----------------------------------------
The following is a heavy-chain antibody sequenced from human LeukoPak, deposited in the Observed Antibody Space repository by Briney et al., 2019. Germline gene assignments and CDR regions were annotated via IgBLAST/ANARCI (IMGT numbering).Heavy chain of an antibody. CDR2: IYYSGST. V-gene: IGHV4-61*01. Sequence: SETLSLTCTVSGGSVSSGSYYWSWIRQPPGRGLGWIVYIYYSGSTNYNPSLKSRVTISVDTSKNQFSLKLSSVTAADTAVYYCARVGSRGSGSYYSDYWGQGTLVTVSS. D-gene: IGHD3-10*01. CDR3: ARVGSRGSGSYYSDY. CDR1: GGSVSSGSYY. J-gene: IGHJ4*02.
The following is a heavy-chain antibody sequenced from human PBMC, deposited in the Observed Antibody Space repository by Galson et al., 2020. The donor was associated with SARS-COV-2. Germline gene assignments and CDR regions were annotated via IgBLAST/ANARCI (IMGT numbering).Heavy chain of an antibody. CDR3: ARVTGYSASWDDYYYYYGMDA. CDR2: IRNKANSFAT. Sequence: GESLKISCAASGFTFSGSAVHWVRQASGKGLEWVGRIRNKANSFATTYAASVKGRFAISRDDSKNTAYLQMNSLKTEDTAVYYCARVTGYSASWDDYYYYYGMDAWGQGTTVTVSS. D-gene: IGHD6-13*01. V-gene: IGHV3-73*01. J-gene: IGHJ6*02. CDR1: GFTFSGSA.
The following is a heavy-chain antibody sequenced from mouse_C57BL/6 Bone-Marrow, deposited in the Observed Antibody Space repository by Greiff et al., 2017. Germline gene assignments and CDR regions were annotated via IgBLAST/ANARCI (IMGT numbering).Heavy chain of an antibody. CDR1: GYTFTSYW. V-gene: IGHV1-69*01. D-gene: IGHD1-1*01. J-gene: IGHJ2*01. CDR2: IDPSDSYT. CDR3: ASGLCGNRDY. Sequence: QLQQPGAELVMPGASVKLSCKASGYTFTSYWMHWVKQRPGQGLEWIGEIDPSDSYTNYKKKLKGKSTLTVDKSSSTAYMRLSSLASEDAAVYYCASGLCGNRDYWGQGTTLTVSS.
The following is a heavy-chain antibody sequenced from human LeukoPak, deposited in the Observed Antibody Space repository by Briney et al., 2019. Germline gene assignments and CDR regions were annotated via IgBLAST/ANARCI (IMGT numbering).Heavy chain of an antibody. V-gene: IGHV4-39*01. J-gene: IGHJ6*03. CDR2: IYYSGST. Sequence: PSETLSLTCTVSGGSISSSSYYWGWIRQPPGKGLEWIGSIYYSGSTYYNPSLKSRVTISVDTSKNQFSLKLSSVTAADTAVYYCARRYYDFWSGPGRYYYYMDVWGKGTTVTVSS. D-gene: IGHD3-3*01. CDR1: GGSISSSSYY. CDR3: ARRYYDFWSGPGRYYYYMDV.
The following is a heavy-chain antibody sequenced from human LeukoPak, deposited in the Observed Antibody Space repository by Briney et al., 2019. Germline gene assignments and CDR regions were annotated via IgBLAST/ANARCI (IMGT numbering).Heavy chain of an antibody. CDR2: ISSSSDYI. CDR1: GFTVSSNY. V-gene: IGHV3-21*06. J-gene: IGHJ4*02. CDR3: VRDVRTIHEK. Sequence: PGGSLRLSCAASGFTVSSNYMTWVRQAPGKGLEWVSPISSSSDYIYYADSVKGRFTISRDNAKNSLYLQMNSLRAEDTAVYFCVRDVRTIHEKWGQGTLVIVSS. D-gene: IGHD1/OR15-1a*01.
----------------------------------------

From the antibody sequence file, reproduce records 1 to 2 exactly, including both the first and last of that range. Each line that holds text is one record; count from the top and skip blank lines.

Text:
The following is a heavy-chain antibody sequenced from human LeukoPak, deposited in the Observed Antibody Space repository by Briney et al., 2019. Germline gene assignments and CDR regions were annotated via IgBLAST/ANARCI (IMGT numbering).Heavy chain of an antibody. CDR2: IYYSGST. V-gene: IGHV4-61*01. Sequence: SETLSLTCTVSGGSVSSGSYYWSWIRQPPGRGLGWIVYIYYSGSTNYNPSLKSRVTISVDTSKNQFSLKLSSVTAADTAVYYCARVGSRGSGSYYSDYWGQGTLVTVSS. D-gene: IGHD3-10*01. CDR3: ARVGSRGSGSYYSDY. CDR1: GGSVSSGSYY. J-gene: IGHJ4*02.
The following is a heavy-chain antibody sequenced from human PBMC, deposited in the Observed Antibody Space repository by Galson et al., 2020. The donor was associated with SARS-COV-2. Germline gene assignments and CDR regions were annotated via IgBLAST/ANARCI (IMGT numbering).Heavy chain of an antibody. CDR3: ARVTGYSASWDDYYYYYGMDA. CDR2: IRNKANSFAT. Sequence: GESLKISCAASGFTFSGSAVHWVRQASGKGLEWVGRIRNKANSFATTYAASVKGRFAISRDDSKNTAYLQMNSLKTEDTAVYYCARVTGYSASWDDYYYYYGMDAWGQGTTVTVSS. D-gene: IGHD6-13*01. V-gene: IGHV3-73*01. J-gene: IGHJ6*02. CDR1: GFTFSGSA.